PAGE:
Jimmy Carter

Jimmy Carter's presidency was many things to many people.

To Democrats, he was a winner. Out of the White House for eight years, the Democrats took advantage of the anti-Washington mood stirred up by Watergate and nominated the obscure Georgia governor.

He squeaked out a win over Gerald Ford, winning 23 states.
Election day was November 2, and it took most of that night and the following morning to determine the winner. Carter defeated Ford by two percentage points in the popular vote. The electoral vote was the closest since 1916; Carter took 23 states with 297 electoral votes, while Ford won 27 states and 240 electoral votes (one elector from Washington state, pledged to Ford, voted for Reagan). Carter's victory came primarily from his near-sweep of the South (he lost only Virginia), and his close victories in large Northern states such as New York, Pennsylvania, and Ohio. Ford did well in the West, carrying every state except Hawaii.

Jimmy Carter campaigned in 1976 as a "Washington Outsider", someone different from the Washington power brokers. He also was not shy about broadcasting that he was a "born again Christian".

Close observers would notice the beginning of the Mainstream Media's disdain for Christianity during the Carter campaign and ensuing presidency.

Jimmy Carter has become the quintessential simple-minded, John Lennon Democrat: all he is saying is "give peace a chance". Carter has never let love of his country stand in the way of an almost desperate avoidance of the tag of "worst U.S. president. Whether it's his country, his countrymen or his country's interests, Carter is ready to throw any and all of them under his merry prankster peace parade.

Except Carter's never brought peace--with the lone exception of the bringing together of Begin and Sadat in a marriage of reality and convenience at Camp David.

Jimmy is remembered by many for the string of American sell-outs and giveaways he was responsible for during his term. Others remember the 21% interest and raging inflation rising so fast that soup cans sometimes had 5 different price stickers on them, the prices went up so fast.

During Carter's term, the "Misery Index" became well-known: that's the percentage of inflation plus the unemployment rate. When Carter left office in 1980, the Misery Index was at an all-time high of 21.98%.

When people grumbled about the Misery Index, Carter told them that the American people suffered from "malaise". This is a "sense of depression or discomfort". It wasn't long before a lot of people attributed their "malaise" or depression to Jimmy.

Jimmy coulda been a contender. Carter's first inclination in any test of wills is to grin and holler "Uncle!". The Iran Hostage Crisis was no different, just the most famous example of Carter's diplomacy at it's finest.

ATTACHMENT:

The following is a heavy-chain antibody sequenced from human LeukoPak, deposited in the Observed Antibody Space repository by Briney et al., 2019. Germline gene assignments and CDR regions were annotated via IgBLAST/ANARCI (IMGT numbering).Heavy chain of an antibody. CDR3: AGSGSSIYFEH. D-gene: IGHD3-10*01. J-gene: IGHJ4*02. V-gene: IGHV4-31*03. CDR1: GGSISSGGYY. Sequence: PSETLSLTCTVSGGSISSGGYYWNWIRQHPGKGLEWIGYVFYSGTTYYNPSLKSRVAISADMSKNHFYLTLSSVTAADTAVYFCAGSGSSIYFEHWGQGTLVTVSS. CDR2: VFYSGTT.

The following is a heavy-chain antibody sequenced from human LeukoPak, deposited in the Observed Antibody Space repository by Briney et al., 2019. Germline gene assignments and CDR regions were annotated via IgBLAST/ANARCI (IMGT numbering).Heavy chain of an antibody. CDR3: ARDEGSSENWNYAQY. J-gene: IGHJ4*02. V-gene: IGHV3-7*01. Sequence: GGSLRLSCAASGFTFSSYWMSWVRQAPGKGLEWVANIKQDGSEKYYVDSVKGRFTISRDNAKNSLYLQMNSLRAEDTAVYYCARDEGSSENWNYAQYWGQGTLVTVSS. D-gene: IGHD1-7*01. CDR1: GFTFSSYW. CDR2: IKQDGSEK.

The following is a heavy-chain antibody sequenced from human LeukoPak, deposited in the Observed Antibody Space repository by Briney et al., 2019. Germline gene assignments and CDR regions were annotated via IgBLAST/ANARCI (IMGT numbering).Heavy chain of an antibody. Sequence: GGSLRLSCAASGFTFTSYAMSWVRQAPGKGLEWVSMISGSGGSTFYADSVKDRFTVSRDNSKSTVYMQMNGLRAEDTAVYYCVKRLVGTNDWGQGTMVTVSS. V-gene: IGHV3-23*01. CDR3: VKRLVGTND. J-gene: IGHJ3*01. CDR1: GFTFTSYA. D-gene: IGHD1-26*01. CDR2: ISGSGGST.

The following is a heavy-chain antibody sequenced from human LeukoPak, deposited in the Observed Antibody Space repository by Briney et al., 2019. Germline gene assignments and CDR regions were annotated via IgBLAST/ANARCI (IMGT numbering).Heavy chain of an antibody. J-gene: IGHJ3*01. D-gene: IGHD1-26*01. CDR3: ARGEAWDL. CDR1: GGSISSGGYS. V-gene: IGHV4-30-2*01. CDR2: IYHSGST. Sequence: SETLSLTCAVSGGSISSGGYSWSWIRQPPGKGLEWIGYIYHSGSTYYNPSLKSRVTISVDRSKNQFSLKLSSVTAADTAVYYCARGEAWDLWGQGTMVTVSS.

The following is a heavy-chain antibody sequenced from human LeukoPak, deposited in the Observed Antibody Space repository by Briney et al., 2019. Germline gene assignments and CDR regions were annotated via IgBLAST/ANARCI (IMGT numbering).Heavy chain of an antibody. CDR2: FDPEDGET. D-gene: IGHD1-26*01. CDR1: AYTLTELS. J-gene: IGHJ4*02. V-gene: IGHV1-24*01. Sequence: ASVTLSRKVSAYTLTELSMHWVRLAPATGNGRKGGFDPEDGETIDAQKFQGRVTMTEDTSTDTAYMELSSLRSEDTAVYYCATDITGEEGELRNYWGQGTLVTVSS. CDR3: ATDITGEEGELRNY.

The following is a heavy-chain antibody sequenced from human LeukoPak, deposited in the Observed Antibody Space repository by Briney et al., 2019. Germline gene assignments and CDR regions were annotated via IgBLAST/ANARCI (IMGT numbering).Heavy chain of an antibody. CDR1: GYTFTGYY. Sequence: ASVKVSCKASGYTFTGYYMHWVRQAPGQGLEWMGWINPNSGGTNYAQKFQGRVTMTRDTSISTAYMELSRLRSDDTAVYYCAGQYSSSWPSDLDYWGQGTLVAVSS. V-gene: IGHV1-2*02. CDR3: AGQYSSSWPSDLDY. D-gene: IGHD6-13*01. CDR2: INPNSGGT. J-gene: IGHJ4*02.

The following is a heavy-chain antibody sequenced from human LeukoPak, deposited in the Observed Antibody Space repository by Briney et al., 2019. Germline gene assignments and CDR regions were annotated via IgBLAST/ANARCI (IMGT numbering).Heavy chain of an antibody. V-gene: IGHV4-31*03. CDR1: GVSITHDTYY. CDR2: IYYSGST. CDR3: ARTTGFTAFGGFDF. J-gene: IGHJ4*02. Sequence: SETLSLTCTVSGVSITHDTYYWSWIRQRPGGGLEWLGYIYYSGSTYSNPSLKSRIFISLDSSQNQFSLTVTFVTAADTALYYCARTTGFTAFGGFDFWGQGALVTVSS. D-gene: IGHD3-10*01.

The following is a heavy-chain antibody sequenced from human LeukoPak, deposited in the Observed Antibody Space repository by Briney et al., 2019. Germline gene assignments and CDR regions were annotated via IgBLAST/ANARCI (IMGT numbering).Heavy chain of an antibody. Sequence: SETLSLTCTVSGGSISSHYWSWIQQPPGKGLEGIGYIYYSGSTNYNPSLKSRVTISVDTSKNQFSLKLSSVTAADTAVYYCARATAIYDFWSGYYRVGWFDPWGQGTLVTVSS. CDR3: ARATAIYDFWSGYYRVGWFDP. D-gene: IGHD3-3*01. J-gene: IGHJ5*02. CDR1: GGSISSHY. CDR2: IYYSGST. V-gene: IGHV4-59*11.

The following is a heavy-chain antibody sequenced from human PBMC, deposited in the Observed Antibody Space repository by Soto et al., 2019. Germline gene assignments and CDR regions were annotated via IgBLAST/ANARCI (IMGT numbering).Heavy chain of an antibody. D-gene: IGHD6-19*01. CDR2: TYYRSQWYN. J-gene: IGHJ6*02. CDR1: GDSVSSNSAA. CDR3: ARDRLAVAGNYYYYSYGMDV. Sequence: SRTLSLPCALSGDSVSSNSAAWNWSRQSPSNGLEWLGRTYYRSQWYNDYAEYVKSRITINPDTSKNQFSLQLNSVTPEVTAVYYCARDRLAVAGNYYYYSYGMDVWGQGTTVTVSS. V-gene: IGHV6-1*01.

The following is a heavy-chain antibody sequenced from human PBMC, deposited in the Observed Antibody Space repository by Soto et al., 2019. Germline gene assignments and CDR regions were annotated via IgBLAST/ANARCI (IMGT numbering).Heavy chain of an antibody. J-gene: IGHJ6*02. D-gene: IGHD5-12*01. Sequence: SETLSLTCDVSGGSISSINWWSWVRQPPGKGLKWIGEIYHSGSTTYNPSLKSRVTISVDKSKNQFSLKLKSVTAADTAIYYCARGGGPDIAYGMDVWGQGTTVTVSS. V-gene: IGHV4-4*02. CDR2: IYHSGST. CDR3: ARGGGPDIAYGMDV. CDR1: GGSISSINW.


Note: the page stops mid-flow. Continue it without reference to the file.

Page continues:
No hot spot in the world is immune to the "Jimmy Carter Touch".

No interest is so vital to the U.S. that it can't be high-jacked by Down-home Jimmy.

No enemy of America is off-limits to the Peanut Prostitute and his "paid by the Saudis" checkbook approach to solving the world's problems--if the problems of the world or the United States were defined as "whatever is in the interests of the people paying Jimmy's bills".

Foreign policy during the Jimmy Carter years usually consisted of three reliable Carter methods for dealing with International problems. If the first two didn't work--which happened the majority of the time during Jimmy's forgettable one term--then the former Georgia governor could always be counted on to turn to the one thing he knew would break any impasse.

This Carter "world withdrawal" strategy is the one gift he left the Democrat Party. It may very well be the legacy he has struggled so mightily to bequeath to history.

Carter was swamped in the 1980 election. He had a record to run on and Americans voters judged Carter with their votes.

By any measure, the election was a crushing rebuke of Carter and his policies.

The election was held on November 4, 1980. Ronald Reagan with running mate George Bush beat Carter by almost ten percentage points in the popular vote. Republicans also gained control of the Senate for the first time in twenty-five years on Reagan's coattails. The electoral college vote was a landslide, with 489 votes (representing 44 states) for Reagan and 49 votes for Carter (representing 6 states and the District of Columbia).

Carter has spent the 28 years since his electoral rejection by the American people in a variety of ways. Writing books, building houses, refereeing elections and trying to craft a legacy other than the one he left with the end of his presidency.

He has insisted on butting into American foreign policy, whether he was invited or not. Mostly he has a string of photo credits with various dictators to show for his trouble.

As well as a failed agreement with North Korea's dictator Kim, over nuclear materials and production.

His books mostly reflect Carter's viewpoint, as told by the largest benefactors of his Carter Center: mostly Sunni Arabs from the Middle East.

Jimmy Carter has taken a decided anti-Israel tone since the Carter Center funding as relied heavily on Middle Eastern sources.

His pronouncement of President George W. Bush as "the worst president" was amusing. Some thought that Jimmy was the victim of his wishful thinking's growing steroid habit.

Jimmy's anti-Israel stance increased this past week with his meeting with terrorist group, Hamas.

But regardless of his many fruitless efforts, Jimmy Carter is likely to be remembered in only one way.

At least by the people who had to live through the four long years of the Carter presidency.

by Mondoreb
* Cox and Forkum
* Worth 1000
* Mrs. Satan
* UofTexas
* Time
* matthewwyglesia
* Angry Conservative
* flapsblog
* flickr
* United States Presidential Election 1976
* United States Presidential Election 1980


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